As we head into Valentine’s Day weekend, I can’t help but reminisce about days gone by and what was always a go to gift on Valentine’s Day growing up—the mixtape. For the young people reading this, let me give you a quick education. Before there were playlists on iTunes and CDs made on home computers, people created mixtapes in their double cassette player boomboxes. It might sound a little antiquated, but let me tell you that the painstaking process of making the perfect mixtape was well worth the effort!
Mixtapes were a labor of love, not only for the time and detail to attention that went into creating them, but also because, quite frequently, they were made for the object of your affection. If you wanted a girl or guy to like you, you had to select the perfect songs. And it wasn’t just the content of the songs you had to plan for, but the length too. I always went for 90-minute mixes, so I was looking for a nice selection of 9-10 songs that filled side 1 and another 9-10 songs for side 2.
You had to allow for a few seconds between songs and, of course, you actually had to have the songs. When making a mixtape, you always gathered together your music collection, sometimes reaching out to a friend to borrow a few tracks you might not own. If you were really desperate to obtain the perfect song, you resorted to recording it off the radio, hoping that you could get a clean copy without the DJ talking over it. If all went well, you had a compilation of songs that told special someone just how you were feeling.
I started asking around yesterday about what students do now that equates with a mixtape and the results were disappointing to say the least. Texting, tweeting, and snapchat don’t really accomplish what a great mixtape did. There’s no tangible gift to look at, listen to (over and over again), and interpret hidden meaning in. There’s not a lot of time and effort put into social media messages. There’s just no matching what we had with the mixtapes back in the day. It is truly sad that youth today will never know the joy of making or receiving a mixtape.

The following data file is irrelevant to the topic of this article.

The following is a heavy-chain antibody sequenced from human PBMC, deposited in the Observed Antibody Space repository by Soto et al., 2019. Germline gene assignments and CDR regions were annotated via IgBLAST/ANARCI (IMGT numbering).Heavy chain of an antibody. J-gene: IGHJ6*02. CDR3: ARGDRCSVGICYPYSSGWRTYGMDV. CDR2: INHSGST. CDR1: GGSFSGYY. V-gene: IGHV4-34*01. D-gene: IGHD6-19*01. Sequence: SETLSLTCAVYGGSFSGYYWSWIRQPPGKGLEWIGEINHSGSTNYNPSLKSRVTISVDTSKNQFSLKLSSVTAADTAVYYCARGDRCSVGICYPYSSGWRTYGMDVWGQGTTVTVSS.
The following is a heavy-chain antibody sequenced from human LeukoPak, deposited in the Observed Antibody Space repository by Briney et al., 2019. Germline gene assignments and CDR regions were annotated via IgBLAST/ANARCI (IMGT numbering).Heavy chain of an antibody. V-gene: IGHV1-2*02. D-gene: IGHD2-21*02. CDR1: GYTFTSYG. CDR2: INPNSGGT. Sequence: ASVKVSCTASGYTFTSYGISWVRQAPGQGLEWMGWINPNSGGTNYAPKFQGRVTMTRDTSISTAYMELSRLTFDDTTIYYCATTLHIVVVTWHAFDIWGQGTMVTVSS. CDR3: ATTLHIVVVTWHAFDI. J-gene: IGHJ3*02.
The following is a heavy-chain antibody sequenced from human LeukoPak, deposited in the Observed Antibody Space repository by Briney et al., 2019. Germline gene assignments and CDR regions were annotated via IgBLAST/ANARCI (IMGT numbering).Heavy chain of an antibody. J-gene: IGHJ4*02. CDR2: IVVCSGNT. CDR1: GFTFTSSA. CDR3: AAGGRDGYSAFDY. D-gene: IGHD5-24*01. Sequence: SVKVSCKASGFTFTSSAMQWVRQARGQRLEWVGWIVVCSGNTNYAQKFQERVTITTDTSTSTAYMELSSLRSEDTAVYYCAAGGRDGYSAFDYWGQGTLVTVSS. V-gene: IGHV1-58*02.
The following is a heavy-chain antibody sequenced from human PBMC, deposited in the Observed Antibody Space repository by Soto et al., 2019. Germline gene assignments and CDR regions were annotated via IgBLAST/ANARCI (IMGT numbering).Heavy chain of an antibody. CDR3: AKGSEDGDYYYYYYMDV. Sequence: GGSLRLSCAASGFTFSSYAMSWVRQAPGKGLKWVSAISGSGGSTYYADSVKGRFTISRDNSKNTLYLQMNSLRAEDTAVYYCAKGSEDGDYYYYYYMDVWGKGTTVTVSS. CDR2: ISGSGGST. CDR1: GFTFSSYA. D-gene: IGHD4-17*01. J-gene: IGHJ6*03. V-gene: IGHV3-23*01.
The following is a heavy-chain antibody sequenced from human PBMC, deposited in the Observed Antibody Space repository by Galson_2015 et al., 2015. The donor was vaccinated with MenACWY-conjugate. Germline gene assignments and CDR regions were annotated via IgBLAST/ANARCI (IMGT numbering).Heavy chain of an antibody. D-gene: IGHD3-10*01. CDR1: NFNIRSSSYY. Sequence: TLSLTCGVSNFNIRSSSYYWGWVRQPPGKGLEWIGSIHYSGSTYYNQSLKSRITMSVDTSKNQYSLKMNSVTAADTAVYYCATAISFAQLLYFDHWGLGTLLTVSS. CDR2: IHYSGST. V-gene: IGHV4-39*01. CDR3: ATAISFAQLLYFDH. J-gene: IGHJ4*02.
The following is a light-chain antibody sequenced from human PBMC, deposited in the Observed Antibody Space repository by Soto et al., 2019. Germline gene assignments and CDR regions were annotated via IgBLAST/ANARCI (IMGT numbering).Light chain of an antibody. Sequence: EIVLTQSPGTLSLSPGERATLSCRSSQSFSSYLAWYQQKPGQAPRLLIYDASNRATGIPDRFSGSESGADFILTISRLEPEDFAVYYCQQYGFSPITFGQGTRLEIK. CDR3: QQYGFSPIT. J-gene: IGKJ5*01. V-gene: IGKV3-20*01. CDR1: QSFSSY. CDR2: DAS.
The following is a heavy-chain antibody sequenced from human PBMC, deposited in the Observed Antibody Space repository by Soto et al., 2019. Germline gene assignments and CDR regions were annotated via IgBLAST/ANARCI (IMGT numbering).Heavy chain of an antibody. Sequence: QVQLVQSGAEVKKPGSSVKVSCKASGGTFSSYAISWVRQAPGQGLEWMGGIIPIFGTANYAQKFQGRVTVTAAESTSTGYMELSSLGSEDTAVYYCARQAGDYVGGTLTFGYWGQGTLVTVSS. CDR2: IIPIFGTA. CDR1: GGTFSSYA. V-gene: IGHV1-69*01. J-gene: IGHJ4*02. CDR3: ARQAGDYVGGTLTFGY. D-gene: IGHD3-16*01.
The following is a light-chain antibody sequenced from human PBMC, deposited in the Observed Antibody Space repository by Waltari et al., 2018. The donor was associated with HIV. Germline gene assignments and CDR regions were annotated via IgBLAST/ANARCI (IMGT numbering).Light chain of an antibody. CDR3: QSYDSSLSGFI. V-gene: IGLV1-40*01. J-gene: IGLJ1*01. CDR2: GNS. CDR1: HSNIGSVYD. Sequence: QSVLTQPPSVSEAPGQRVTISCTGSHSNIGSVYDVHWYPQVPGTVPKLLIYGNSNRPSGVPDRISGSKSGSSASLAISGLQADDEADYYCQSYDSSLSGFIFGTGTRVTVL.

I was joking around with a teacher about creating a mixtape app, but discovered that someone (actually a lot of people) had already beat me to it. Some have a mock up of a boombox and the ability to add songs to each “side.” Other apps offer the creator the option to add artwork to the cassette case. I’m still looking for the app that allows the user to share the mixtape with someone—that’s the best part! So what’s on your Valentine’s Day Mixtape?
“He was the last man on the bench all season. He was the last man on the bench the previous season. He was the last man on the bench the year before that. In his career, he’s played 31 minutes. He’s scored two points. But he stayed. On a team with future NBA draft picks, he’s the one who’s ordinary.”
—Michael Graff, writing about former Maryland Basketball player Earl Badu
You probably don’t recognize the name Earl Badu, but you may have heard of some of his Terrapin teammates like Chris Wilcox, Lonny Baxter, Steve Blake, or Juan Dixon. While these guys were featured prominently on the 2002 National Championship team, Earl Badu is known more for being a fan favorite at Cole Field House.
On many occasions when the win had been secured, the Terrapin section called out for their man to sub in…Baduuuuu! He certainly didn’t get a lot of playing time, but he made every minute count and made a lot of people happy just by entering the game. In a tragic turn of events, Badu took his own life in 2012, but he will always be remembered as the 5’9” guard from Ghana who captured the hearts of faithful fans at Cole Field House.
At River Hill this year, the boys basketball team has its own version of Earl Badu in a group of juniors who call themselves “the Big 3.” I sat down with Tim French, Danny Isaac, and Ciande Ndiritu this week to learn more about who these guys are and what they are all about. Check out my mini-interview below: